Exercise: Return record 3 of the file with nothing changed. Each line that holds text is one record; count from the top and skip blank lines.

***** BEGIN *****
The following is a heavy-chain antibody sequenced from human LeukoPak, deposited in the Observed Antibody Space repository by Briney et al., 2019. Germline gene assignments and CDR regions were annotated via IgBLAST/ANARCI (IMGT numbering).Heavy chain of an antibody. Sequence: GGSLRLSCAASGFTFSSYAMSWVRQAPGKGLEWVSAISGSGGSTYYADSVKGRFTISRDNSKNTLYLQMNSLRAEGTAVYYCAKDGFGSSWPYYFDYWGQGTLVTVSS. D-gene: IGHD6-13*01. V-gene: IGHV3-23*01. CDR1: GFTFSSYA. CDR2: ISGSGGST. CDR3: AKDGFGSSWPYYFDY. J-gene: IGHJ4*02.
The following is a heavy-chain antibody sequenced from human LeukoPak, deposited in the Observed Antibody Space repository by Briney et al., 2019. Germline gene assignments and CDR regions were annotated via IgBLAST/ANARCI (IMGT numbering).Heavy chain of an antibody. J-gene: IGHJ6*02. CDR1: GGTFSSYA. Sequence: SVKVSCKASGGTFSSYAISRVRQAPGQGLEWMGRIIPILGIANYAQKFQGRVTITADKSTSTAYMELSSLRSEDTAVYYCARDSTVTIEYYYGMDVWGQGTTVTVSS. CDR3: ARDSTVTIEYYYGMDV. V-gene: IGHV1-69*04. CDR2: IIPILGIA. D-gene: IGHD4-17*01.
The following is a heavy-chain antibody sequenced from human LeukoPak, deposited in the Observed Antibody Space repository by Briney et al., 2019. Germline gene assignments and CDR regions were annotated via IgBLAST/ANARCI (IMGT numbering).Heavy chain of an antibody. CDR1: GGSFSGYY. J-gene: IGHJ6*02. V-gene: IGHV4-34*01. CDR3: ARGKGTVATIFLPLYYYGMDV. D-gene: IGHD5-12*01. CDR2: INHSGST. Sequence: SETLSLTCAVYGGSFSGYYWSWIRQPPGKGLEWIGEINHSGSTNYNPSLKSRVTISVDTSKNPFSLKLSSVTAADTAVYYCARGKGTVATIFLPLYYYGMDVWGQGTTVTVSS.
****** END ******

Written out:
The following is a heavy-chain antibody sequenced from human LeukoPak, deposited in the Observed Antibody Space repository by Briney et al., 2019. Germline gene assignments and CDR regions were annotated via IgBLAST/ANARCI (IMGT numbering).Heavy chain of an antibody. CDR1: GGSFSGYY. J-gene: IGHJ6*02. V-gene: IGHV4-34*01. CDR3: ARGKGTVATIFLPLYYYGMDV. D-gene: IGHD5-12*01. CDR2: INHSGST. Sequence: SETLSLTCAVYGGSFSGYYWSWIRQPPGKGLEWIGEINHSGSTNYNPSLKSRVTISVDTSKNPFSLKLSSVTAADTAVYYCARGKGTVATIFLPLYYYGMDVWGQGTTVTVSS.